Monday, November 22, 2010

Brick Inside the Walls

A couple weeks after we bought the house one of our neighbors stopped over. He lives on the other side of the street, in Josiah Wilcox's house, our house's brother. The houses are almost identical on the outside, and he renovated his when he moved in. He asked if we had opened up any of the walls yet, and we said not yet. We were going to when we renovated the Kitchen though. Apparently there is brick inside his walls, between the plaster/drywall and exterior wall sheathing. 

This weekend when we installed the microwave we had to cut into the wall to install the exhaust vent. And there was the brick. Large clay bricks. It was pretty cool. They were all different sizes, and have marks on them from when they were formed. And some still have some dried plants on them (like grass) which is most likely from the bottom of the pond/lake where the clay came from.

As cool as this is, R and I (in all of our old house research and schooling) have never heard of this. Brick has no insulating value... the house is post and beam, so the brick isn't structural. What's it there for? My guess is as a fire block.. to keep fire contained either inside the house, or keep it from getting inside and spreading. R thinks it's to keep out stray arrows and bullets. Not sure how serious he was with his guess.

So I did some research. Turns out I was right. But that wasn't the only reason it was used. According to, bricks in pre-1900's homes were used mainly as an air-infiltration or wind barrier, kind of like an early insulation (even thought brick has basically no r-value). Brick also helped cut down on sound and contain fire, especially if the house was balloon framed (which ours is not, thank God). This explains a lot. Our house is very good at keeping cool in the summer (not as cool as an air conditioned house, but cool enough to be more comfortable than it is outside), and retains heat pretty well. Despite there being no insulation in the first floor walls, I never feel any drafts at exterior walls (the front door yes, but that's another story), nor do they feel cool to the touch. Houses built today have plywood sheathing underneath the clapboards, as well as an air-infiltration barrier. Our house has the clapboards nailed directly to the posts/studs.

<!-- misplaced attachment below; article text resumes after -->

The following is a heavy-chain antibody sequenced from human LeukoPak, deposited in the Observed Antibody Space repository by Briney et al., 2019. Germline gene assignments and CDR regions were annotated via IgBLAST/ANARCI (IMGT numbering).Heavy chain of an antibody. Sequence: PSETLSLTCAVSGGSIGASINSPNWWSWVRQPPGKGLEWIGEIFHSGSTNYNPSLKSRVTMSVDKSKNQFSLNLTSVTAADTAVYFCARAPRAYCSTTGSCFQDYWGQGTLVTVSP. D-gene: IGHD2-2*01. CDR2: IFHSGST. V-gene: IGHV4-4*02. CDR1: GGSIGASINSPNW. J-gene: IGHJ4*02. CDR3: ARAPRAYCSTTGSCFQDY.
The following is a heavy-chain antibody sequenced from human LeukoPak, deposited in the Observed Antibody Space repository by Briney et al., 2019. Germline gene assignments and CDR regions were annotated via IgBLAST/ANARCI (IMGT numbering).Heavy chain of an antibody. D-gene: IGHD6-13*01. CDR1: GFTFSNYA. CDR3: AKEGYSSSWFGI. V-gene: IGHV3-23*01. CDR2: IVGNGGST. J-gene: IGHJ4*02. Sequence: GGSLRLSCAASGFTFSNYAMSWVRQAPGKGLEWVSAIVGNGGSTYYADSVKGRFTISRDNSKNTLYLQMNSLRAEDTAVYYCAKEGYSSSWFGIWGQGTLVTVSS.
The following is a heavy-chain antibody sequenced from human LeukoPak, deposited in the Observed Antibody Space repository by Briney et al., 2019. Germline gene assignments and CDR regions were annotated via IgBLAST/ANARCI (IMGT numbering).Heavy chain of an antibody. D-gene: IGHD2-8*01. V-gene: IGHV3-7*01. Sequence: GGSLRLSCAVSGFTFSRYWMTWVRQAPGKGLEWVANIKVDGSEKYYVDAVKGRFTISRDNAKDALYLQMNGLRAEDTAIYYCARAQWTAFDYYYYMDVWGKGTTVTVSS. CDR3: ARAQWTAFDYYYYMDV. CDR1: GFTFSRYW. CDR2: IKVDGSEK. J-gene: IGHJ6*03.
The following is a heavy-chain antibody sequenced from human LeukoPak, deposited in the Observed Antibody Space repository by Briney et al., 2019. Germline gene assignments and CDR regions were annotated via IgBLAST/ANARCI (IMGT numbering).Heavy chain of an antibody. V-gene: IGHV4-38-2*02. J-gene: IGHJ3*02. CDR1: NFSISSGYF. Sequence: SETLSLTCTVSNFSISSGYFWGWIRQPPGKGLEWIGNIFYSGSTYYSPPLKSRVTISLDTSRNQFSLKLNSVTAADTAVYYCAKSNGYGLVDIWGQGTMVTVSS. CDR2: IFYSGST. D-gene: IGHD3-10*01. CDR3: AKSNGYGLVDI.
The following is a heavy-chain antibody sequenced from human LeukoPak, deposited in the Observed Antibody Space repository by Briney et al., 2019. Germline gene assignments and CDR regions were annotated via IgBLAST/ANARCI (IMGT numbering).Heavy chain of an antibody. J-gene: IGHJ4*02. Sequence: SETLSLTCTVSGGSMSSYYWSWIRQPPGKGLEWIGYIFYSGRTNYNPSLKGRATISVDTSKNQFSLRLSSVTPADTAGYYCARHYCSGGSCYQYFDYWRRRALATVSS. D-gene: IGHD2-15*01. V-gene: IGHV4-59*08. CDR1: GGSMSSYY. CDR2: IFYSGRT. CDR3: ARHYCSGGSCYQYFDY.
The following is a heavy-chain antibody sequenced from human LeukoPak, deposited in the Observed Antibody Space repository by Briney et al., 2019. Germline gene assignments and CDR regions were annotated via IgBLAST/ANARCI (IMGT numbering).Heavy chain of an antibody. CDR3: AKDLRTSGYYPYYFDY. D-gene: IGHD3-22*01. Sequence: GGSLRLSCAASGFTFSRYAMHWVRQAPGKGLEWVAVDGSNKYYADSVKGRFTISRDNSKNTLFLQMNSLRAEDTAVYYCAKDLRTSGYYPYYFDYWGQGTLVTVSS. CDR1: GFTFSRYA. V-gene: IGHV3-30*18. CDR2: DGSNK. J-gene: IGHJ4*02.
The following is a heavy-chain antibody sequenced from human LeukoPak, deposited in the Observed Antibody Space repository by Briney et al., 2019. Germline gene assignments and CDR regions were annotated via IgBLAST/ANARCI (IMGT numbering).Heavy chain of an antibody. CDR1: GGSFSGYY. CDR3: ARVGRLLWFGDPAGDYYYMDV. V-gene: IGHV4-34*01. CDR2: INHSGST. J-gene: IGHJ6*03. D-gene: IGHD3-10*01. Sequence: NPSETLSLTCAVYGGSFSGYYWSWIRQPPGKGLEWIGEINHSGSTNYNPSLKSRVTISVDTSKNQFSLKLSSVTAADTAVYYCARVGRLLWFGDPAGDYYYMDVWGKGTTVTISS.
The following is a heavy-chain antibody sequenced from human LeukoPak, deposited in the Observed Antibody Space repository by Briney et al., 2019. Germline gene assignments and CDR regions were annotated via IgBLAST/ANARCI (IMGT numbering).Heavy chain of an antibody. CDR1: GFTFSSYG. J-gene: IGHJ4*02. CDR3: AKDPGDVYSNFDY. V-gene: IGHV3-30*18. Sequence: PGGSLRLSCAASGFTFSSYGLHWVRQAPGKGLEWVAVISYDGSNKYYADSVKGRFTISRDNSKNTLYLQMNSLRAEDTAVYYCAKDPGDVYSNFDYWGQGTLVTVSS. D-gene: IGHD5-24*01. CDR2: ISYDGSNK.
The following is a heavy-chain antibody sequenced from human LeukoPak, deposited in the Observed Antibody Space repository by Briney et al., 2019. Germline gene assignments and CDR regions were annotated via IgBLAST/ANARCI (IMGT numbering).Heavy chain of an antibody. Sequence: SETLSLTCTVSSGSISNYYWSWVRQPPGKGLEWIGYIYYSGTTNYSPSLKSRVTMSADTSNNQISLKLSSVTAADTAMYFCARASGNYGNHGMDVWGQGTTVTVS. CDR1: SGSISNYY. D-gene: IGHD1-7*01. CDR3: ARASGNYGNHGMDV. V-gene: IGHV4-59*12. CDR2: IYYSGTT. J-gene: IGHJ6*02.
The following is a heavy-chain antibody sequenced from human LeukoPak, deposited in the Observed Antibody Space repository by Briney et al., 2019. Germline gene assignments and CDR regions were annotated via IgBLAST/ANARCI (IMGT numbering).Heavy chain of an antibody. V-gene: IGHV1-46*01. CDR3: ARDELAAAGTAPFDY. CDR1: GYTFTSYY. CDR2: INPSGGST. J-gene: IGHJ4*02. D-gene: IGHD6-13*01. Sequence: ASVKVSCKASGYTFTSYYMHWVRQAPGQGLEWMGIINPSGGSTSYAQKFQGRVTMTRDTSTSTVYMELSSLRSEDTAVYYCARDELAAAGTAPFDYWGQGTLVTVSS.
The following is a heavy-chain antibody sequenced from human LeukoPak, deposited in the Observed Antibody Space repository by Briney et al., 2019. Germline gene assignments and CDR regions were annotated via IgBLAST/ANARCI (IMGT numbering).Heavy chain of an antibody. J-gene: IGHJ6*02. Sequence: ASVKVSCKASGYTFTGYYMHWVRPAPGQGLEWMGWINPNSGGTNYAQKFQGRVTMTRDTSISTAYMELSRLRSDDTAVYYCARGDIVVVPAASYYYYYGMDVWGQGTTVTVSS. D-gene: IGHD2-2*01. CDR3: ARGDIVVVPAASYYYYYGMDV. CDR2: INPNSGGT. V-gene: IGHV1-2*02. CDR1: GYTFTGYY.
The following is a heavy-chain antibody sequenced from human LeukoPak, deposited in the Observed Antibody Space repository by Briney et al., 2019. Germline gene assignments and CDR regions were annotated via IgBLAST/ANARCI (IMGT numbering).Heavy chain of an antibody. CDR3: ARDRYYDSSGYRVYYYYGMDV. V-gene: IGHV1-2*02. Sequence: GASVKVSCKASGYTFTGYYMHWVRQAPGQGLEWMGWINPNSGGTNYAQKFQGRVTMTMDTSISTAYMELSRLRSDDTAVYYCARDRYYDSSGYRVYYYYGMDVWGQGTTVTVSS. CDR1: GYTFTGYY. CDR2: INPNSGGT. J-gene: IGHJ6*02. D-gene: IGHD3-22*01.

This was called "nogging". The bricks were never meant to be seen, hence the rough, irregular shaped bricks we found. According to the site, brick nogging is most common in houses built between 1810 and 1900. Our house pre-dates that by almost 40 years. The brick in the walls could also be the reason that we have almost no electrical outlets on exterior walls.

Another interesting characteristic of homes with brick lined walls is sill damage due to the extra weight (estimated at 400 lbs PER framing cavity (roughly 16")!!). Our sill damage is due mainly to past insect damage, but perhaps it got so bad because the insects started eating away the beam, and then the wall became too heavy for the damaged sill, and it quickened it's demise.